Myths About 3D Printing
3D printing, like all fast-developing technologies has its share of misconceptions. People have made up their minds about the technology and no matter what, have no desire to change it. And so there have been persistent myths about 3D printing, four of them are the most common.
3D printing is slow and expensive.
Early 3D printing was painfully slow, equipment and materials were expensive, and the trial-and-error phase was tedious. Back in 2015, some analysts say that 3D printers are still slow, inaccurate and generally only print one material at a time. But there are new techniques for 3D printing with printers that are cost-competitive, printing in the tens or even hundreds of thousands of units and making products in minutes, not hours. Many of the newest printers also use lower-price commodity materials, decreasing prices all together.
3D printers are limited to small products.
3D printers are not huge equipment by design, needing an airtight build chamber to function, so are no larger than a copy machine. Some say that plastic filaments used by the printers can’t make anything too sturdy, further limiting the size of printed objects. But some techniques work in the open air and can generate highly resilient pieces, from automobiles to jet fighters. A new method for building involves a roving “printer bot” that gradually adds fast-hardening materials to carry out the construction, such as a house.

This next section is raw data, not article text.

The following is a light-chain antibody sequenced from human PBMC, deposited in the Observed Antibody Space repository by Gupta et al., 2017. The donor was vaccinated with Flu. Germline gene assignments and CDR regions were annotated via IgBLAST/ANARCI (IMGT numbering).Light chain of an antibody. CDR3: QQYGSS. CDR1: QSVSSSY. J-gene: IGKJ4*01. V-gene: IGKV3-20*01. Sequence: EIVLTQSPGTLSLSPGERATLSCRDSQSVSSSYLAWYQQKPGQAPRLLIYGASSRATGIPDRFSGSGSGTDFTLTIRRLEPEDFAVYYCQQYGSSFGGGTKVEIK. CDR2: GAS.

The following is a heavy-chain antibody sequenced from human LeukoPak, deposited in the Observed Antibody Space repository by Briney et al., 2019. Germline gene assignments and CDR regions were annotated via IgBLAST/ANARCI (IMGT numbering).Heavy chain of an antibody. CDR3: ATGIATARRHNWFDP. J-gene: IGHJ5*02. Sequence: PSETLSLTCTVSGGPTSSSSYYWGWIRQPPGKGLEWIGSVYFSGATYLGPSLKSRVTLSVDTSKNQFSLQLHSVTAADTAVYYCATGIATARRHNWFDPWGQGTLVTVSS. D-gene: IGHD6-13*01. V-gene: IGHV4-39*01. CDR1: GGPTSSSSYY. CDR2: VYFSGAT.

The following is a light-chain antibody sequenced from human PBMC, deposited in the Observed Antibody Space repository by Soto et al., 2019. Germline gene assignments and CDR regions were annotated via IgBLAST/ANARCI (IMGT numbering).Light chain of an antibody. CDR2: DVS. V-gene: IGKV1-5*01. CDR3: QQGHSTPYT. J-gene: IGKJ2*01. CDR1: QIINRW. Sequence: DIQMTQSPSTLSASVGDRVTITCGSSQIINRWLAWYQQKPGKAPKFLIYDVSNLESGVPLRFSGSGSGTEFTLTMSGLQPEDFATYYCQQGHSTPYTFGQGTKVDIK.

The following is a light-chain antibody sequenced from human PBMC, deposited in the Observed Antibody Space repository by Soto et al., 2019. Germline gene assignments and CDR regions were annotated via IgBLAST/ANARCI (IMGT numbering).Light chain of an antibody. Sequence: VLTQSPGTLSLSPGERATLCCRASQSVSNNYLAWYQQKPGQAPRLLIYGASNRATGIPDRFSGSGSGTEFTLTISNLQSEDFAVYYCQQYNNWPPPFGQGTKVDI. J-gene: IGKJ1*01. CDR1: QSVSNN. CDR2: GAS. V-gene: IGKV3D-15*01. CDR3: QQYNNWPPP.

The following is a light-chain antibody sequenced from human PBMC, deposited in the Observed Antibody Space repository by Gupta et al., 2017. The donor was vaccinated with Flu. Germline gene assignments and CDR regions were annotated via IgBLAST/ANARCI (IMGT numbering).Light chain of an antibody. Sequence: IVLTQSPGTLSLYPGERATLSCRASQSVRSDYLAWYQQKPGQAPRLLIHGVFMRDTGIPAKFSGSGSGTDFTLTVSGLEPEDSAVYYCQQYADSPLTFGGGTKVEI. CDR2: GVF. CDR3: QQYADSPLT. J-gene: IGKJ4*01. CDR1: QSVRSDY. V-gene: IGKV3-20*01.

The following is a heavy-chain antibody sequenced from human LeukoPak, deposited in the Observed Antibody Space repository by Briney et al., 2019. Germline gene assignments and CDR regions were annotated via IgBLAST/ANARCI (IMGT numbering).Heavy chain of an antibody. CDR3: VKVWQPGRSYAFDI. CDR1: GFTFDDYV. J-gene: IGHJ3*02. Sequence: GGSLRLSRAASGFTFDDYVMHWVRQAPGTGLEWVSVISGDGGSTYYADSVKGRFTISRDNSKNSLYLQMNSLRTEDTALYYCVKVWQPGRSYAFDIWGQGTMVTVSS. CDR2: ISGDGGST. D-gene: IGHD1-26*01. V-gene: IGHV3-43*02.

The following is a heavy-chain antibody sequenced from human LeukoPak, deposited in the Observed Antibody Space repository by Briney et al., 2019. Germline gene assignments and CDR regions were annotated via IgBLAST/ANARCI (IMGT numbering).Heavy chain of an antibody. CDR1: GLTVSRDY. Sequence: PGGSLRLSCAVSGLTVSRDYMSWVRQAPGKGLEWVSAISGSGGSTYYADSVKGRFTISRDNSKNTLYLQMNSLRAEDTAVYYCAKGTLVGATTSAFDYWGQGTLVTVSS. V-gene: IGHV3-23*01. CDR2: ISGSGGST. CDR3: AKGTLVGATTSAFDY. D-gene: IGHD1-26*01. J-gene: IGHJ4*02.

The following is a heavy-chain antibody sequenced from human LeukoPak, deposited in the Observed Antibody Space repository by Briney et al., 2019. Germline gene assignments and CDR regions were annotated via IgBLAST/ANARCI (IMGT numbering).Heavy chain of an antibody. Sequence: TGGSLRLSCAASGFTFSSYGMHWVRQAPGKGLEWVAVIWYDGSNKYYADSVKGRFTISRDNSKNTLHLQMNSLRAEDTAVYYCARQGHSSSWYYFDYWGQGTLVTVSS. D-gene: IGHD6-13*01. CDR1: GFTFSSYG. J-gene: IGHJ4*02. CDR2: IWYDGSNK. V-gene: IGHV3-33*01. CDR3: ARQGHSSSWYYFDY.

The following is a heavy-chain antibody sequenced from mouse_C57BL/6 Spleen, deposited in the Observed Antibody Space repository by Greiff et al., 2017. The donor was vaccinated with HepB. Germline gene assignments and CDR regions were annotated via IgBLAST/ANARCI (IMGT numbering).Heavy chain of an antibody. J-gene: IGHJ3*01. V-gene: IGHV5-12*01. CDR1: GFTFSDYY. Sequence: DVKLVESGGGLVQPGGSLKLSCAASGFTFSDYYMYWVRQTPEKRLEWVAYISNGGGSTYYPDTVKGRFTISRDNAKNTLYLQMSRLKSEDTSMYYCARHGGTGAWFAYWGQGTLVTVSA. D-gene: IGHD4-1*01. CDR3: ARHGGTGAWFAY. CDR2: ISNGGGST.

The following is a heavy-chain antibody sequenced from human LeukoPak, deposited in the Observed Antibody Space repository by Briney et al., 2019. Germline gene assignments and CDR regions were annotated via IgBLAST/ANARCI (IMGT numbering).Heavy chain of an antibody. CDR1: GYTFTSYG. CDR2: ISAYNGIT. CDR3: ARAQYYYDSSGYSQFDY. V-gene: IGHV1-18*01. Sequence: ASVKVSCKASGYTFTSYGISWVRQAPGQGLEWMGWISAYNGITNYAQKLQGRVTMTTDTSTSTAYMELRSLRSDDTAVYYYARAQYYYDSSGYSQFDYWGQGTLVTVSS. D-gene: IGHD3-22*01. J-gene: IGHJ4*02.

3D printers only produce low quality products.
To come up with a good-looking product is the hardest part of 3D printing. When printing layer upon layer, one doesn’t get the nice smooth finish of conventional manufacturing. Back in 2015, the high post-printing costs were predicted to keep 3D printing from expanding beyond customized or highly complex parts. But some new additive techniques can generate a high-quality finish from the start, because they aren’t based on layering. The products are monolithic – they emerge smoothly from a vat of liquid. Other printer manufacturers are building automated hybrid systems that combine 3D-printed products with conventional finishing.
Real 3D Printing at its Best in Seattle
Our team at 3D Composites informs our clients upfront what to expect from great ideas for 3D printing. We render precise, high quality and aesthetically acceptable products to our customers’ satisfaction.